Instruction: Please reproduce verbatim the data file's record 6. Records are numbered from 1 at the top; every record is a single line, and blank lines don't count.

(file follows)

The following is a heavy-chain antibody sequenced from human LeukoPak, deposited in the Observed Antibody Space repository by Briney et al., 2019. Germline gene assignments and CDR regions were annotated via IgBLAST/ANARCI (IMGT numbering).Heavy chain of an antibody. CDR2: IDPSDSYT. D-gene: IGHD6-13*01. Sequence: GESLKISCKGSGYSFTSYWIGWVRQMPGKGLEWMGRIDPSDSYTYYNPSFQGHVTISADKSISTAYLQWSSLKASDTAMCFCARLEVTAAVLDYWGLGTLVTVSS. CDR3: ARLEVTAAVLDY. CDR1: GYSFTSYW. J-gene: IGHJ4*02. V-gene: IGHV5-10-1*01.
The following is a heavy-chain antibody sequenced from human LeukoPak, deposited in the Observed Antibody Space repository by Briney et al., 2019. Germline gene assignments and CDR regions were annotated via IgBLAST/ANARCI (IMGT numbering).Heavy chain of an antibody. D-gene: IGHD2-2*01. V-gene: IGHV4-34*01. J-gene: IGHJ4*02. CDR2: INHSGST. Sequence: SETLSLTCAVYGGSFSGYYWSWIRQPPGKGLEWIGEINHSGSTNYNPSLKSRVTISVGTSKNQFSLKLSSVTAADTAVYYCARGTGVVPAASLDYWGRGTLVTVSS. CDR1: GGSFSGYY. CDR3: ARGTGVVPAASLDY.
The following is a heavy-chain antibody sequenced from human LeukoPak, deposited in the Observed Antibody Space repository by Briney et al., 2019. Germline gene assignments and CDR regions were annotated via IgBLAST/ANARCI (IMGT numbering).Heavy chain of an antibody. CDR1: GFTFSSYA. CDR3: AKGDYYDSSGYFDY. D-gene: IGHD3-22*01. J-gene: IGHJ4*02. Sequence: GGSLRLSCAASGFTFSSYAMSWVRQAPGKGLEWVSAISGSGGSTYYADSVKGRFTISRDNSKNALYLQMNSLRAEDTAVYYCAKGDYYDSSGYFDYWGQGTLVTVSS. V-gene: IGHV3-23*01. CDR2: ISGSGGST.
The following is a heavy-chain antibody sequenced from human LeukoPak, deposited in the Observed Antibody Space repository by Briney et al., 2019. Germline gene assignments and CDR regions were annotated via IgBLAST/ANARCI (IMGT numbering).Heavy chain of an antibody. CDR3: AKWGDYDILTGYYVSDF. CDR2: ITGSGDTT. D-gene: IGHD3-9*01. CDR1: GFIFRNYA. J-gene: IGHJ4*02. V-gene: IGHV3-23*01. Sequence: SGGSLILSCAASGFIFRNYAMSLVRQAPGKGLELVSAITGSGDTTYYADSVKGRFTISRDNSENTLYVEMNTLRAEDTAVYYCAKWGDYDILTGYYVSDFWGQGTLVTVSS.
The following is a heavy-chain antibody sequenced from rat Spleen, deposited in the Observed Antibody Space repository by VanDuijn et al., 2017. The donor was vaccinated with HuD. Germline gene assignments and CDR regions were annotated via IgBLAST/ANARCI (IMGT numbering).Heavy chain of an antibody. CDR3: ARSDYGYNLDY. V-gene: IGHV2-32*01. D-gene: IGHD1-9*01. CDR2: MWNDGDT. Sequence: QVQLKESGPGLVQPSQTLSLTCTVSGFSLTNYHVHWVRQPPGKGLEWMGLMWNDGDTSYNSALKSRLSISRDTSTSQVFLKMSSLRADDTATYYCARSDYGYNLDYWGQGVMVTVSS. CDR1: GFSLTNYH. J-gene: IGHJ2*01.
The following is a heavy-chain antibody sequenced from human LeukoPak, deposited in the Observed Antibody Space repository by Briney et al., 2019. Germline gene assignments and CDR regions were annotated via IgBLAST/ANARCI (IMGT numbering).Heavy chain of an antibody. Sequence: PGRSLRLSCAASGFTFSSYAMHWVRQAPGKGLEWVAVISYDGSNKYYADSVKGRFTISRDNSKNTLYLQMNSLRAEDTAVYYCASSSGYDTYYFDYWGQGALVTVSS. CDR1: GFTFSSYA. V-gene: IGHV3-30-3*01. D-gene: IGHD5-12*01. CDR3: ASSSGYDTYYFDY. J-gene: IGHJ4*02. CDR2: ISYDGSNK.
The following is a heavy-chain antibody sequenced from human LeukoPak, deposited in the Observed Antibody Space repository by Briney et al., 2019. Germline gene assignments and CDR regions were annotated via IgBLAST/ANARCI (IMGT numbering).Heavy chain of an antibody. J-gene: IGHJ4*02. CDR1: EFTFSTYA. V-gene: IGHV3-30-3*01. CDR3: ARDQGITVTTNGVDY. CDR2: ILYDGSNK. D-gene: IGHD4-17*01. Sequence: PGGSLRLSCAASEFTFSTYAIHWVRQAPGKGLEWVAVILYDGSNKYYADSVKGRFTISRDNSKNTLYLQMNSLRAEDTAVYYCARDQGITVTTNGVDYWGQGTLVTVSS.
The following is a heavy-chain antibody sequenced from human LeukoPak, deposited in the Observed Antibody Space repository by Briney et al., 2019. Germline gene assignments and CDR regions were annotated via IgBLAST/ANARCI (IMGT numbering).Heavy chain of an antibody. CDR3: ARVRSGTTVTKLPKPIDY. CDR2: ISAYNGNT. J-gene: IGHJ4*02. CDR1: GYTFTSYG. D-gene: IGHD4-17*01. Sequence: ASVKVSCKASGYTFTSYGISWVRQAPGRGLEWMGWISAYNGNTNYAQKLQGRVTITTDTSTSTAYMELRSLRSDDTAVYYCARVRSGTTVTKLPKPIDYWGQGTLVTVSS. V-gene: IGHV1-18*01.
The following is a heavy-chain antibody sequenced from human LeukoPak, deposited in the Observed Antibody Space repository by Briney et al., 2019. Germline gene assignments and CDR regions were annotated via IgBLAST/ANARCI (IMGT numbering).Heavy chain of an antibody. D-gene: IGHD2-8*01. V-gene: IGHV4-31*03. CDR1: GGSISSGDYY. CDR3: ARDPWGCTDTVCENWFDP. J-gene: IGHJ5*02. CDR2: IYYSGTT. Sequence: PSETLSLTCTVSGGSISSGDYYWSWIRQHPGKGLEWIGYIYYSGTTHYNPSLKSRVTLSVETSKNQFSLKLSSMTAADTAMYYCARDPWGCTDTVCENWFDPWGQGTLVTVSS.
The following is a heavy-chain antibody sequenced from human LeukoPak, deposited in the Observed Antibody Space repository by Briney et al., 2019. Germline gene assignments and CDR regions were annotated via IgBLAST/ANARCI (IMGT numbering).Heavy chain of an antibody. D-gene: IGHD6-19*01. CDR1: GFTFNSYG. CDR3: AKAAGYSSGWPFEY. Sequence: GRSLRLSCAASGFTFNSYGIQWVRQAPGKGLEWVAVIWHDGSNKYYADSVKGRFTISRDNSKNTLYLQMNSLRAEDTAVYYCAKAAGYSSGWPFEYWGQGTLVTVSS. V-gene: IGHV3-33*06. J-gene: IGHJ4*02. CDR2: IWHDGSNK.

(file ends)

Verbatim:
The following is a heavy-chain antibody sequenced from human LeukoPak, deposited in the Observed Antibody Space repository by Briney et al., 2019. Germline gene assignments and CDR regions were annotated via IgBLAST/ANARCI (IMGT numbering).Heavy chain of an antibody. Sequence: PGRSLRLSCAASGFTFSSYAMHWVRQAPGKGLEWVAVISYDGSNKYYADSVKGRFTISRDNSKNTLYLQMNSLRAEDTAVYYCASSSGYDTYYFDYWGQGALVTVSS. CDR1: GFTFSSYA. V-gene: IGHV3-30-3*01. D-gene: IGHD5-12*01. CDR3: ASSSGYDTYYFDY. J-gene: IGHJ4*02. CDR2: ISYDGSNK.